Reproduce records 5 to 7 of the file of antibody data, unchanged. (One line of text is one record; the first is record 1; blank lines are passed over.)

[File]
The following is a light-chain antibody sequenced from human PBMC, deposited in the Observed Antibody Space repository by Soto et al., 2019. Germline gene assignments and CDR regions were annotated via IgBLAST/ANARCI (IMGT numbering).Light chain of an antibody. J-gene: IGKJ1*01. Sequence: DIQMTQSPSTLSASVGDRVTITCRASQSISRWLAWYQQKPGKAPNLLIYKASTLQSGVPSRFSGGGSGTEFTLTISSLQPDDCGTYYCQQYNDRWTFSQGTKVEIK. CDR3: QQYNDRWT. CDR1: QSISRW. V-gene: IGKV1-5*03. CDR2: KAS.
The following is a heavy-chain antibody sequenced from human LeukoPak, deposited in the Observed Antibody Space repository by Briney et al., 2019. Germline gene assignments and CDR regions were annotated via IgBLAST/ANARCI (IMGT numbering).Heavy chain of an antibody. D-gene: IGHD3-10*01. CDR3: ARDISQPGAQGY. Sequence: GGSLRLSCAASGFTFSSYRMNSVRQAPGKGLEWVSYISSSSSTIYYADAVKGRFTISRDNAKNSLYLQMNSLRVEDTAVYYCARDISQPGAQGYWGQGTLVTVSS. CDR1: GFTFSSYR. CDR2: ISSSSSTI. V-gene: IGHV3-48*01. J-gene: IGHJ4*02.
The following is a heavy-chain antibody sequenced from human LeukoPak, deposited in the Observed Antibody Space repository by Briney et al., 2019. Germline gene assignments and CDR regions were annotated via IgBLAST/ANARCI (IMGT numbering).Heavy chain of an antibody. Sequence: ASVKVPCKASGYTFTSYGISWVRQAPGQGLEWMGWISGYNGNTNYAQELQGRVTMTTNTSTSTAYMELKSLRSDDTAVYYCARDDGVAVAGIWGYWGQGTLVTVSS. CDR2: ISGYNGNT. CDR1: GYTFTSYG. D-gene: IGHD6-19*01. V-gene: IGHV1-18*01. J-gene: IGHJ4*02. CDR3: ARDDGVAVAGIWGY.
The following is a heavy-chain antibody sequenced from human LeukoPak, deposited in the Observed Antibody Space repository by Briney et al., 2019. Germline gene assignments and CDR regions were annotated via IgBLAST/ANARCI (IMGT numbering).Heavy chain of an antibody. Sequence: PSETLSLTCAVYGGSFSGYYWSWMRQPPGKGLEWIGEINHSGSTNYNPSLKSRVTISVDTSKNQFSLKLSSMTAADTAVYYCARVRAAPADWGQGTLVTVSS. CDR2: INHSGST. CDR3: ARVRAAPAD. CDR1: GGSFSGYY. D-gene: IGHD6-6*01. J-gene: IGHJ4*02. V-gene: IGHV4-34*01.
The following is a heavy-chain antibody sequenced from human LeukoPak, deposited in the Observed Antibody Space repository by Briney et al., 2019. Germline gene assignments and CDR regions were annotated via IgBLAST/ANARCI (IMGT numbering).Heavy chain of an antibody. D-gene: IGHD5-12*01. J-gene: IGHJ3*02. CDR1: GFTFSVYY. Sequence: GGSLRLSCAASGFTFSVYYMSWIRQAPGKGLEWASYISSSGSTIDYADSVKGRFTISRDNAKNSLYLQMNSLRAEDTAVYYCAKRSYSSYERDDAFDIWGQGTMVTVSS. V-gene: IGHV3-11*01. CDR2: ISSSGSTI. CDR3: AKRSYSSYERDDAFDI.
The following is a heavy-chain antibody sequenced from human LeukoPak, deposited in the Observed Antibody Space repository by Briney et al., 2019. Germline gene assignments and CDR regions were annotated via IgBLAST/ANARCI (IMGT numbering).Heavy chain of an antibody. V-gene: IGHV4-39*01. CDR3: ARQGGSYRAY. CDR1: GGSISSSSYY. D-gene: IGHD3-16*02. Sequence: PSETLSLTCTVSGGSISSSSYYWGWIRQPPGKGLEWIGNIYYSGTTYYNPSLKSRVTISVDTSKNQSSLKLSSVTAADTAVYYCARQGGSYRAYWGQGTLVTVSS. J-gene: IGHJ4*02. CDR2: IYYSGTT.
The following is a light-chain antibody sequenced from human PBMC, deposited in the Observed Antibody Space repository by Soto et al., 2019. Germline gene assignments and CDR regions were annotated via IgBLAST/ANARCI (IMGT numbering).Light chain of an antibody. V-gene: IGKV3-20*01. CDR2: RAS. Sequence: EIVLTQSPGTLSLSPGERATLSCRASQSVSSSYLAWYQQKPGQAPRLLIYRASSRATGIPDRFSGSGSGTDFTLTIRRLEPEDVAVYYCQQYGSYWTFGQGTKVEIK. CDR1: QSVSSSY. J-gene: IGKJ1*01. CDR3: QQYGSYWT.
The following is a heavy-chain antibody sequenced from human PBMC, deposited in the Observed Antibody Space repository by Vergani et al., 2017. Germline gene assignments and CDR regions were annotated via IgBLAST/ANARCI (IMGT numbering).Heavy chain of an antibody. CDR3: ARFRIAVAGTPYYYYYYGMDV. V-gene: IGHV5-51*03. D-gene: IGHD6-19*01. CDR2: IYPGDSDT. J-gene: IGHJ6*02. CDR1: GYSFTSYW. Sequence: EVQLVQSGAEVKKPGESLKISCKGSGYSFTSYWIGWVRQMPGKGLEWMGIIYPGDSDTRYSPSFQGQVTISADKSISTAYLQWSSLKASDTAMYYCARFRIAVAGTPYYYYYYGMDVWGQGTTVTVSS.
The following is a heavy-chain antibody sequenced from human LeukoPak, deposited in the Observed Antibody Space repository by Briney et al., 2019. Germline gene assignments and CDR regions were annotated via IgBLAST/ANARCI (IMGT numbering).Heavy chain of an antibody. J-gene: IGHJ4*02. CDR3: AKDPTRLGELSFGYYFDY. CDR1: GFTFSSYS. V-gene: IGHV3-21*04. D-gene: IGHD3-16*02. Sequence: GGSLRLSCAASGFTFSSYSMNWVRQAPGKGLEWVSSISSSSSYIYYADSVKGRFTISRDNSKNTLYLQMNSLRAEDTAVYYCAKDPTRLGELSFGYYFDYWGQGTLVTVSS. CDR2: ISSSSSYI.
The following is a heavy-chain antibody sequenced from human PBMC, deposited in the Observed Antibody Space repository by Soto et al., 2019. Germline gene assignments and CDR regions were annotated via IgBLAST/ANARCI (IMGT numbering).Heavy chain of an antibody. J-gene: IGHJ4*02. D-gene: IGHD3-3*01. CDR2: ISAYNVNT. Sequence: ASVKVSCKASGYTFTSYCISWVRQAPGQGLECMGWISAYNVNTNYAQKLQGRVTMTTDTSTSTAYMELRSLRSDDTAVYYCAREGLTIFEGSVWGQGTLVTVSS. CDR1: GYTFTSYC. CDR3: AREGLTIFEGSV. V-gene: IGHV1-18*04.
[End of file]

The following is a heavy-chain antibody sequenced from human LeukoPak, deposited in the Observed Antibody Space repository by Briney et al., 2019. Germline gene assignments and CDR regions were annotated via IgBLAST/ANARCI (IMGT numbering).Heavy chain of an antibody. D-gene: IGHD5-12*01. J-gene: IGHJ3*02. CDR1: GFTFSVYY. Sequence: GGSLRLSCAASGFTFSVYYMSWIRQAPGKGLEWASYISSSGSTIDYADSVKGRFTISRDNAKNSLYLQMNSLRAEDTAVYYCAKRSYSSYERDDAFDIWGQGTMVTVSS. V-gene: IGHV3-11*01. CDR2: ISSSGSTI. CDR3: AKRSYSSYERDDAFDI.
The following is a heavy-chain antibody sequenced from human LeukoPak, deposited in the Observed Antibody Space repository by Briney et al., 2019. Germline gene assignments and CDR regions were annotated via IgBLAST/ANARCI (IMGT numbering).Heavy chain of an antibody. V-gene: IGHV4-39*01. CDR3: ARQGGSYRAY. CDR1: GGSISSSSYY. D-gene: IGHD3-16*02. Sequence: PSETLSLTCTVSGGSISSSSYYWGWIRQPPGKGLEWIGNIYYSGTTYYNPSLKSRVTISVDTSKNQSSLKLSSVTAADTAVYYCARQGGSYRAYWGQGTLVTVSS. J-gene: IGHJ4*02. CDR2: IYYSGTT.
The following is a light-chain antibody sequenced from human PBMC, deposited in the Observed Antibody Space repository by Soto et al., 2019. Germline gene assignments and CDR regions were annotated via IgBLAST/ANARCI (IMGT numbering).Light chain of an antibody. V-gene: IGKV3-20*01. CDR2: RAS. Sequence: EIVLTQSPGTLSLSPGERATLSCRASQSVSSSYLAWYQQKPGQAPRLLIYRASSRATGIPDRFSGSGSGTDFTLTIRRLEPEDVAVYYCQQYGSYWTFGQGTKVEIK. CDR1: QSVSSSY. J-gene: IGKJ1*01. CDR3: QQYGSYWT.